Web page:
Gisele Fetterman said a barrage of hateful right-wing attacks against her “exploded” after her husband, Sen. John Fetterman (D-Pa.), checked himself into Walter Reed National Military Medical Center for clinical depression last month, where he has remained for inpatient treatment.
Gisele Fetterman wrote that she had already been familiar with “how cruel people could be” about judging and weaponizing someone’s health after John Fetterman, 53, suffered a stroke last May, days before he overwhelmingly won the Democratic primary in Pennsylvania’s Senate race.
But this time, she said, people began casting her as an “ambitious, power hungry wife” who was plotting to take over her husband’s Senate seat, and accused her of kidnapping her children when she took them to Niagara Falls after John Fetterman was hospitalized.
The road trip to Canada had been an effort to remove her family from the intensified media scrutiny that came after her husband’s hospitalization, Gisele Fetterman wrote in Elle. And while she was happy to have had that time, she said, it only fueled the right-wing maelstrom and attacks — including harmful threats — against her.
“To hear my critics tell it, it’s my fault that John ran for Senate,” Gisele Fetterman wrote. “It’s my fault that he won. It’s my fault that he had a stroke, and it’s my fault that he’s depressed. And somehow, at the same time, I’m just a wife who should stay at home and out of the public eye.”
Though she tries to block out the attacks, she described them as “exhausting.” She also worries about other women who hear or see these attacks and internalize them in their own lives.
“Hate is a lot like fire. If you don’t control it, it spreads,” she wrote. “For every baseless allegation, there are millions of young women being taught to internalize blame for everything — even in the worst moments of their lives. This misogyny affects everything they do. It spreads in the classroom, at the dinner table, and of course, on social media.”
John Fetterman is expected to return to the Senate the week of April 17, nearly two months after he checked himself into Walter Reed.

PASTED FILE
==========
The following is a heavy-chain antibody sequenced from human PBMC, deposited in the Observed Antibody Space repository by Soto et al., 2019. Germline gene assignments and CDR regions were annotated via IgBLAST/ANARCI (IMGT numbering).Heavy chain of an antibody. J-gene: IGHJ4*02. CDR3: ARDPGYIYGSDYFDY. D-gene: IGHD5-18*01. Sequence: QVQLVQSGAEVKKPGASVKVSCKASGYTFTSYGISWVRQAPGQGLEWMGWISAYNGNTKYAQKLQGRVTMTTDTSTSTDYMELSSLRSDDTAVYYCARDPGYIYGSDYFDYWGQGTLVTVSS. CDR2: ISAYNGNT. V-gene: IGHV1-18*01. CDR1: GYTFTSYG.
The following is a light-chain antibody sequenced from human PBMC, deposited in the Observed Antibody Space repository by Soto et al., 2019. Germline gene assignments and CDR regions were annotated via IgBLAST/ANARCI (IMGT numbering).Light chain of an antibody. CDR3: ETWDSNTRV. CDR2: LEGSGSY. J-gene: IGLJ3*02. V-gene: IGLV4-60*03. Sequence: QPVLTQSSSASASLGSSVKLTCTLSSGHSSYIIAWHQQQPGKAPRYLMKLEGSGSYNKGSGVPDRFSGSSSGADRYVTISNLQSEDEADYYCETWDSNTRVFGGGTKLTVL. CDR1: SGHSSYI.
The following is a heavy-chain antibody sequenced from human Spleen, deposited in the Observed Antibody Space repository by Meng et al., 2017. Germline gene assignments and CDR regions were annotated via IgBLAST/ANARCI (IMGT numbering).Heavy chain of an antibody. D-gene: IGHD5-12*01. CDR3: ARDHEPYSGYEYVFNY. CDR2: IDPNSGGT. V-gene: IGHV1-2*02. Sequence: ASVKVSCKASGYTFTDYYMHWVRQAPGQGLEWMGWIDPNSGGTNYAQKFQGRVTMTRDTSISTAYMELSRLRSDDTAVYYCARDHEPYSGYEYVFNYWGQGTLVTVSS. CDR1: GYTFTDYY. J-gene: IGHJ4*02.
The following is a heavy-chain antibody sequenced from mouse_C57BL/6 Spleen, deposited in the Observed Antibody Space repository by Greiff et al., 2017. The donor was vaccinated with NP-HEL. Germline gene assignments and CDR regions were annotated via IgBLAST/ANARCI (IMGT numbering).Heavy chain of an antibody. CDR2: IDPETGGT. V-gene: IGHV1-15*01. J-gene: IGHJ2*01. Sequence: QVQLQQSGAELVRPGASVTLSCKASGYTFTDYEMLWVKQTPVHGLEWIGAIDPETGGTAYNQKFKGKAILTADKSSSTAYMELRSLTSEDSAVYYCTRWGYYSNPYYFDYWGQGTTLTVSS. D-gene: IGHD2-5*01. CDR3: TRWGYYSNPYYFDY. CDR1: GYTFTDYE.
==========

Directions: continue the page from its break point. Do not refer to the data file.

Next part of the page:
“John is doing well, working with the wonderful doctors, and remains on a path to recovery,” Fetterman spokesman Joe Calvello said in a statement earlier this month. “He is visiting with staff and family daily, and his staff are keeping him updated on Senate business and news.”
Productive morning with Senator Fetterman at Walter Reed discussing the rail safety legislation, Farm Bill and other Senate business. John is well on his way to recovery and wanted me to say how grateful he is for all the well wishes. He’s laser focused on PA & will be back soon. pic.twitter.com/143uAhoQRx— Adam Jentleson (@AJentleson) March 6, 2023
After his stroke last May, John Fetterman spent primary Election Day in surgery having a defibrillator installed. His campaign later disclosed that he had been diagnosed with cardiomyopathy years before and had not followed the recommended medical advice for his condition.
Fetterman’s stroke sidelined him from the campaign trail for about two months and left him with an auditory processing disorder that inhibited his ability to hear, especially when there is competing background noise. In mid-August, Fetterman resumed public campaign events, where he spoke openly about his health setback and recovery.
Last month, Fetterman was hospitalized at George Washington University Hospital for lightheadedness during a retreat for Democratic senators. His doctors ruled out a second stroke. He had just returned to Congress from that hospitalization when he was evaluated by the attending physician of Congress, Brian P. Monahan, who suggested inpatient care for depression that had become “severe in recent weeks,” his chief of staff said.
Colby Itkowitz contributed to this report.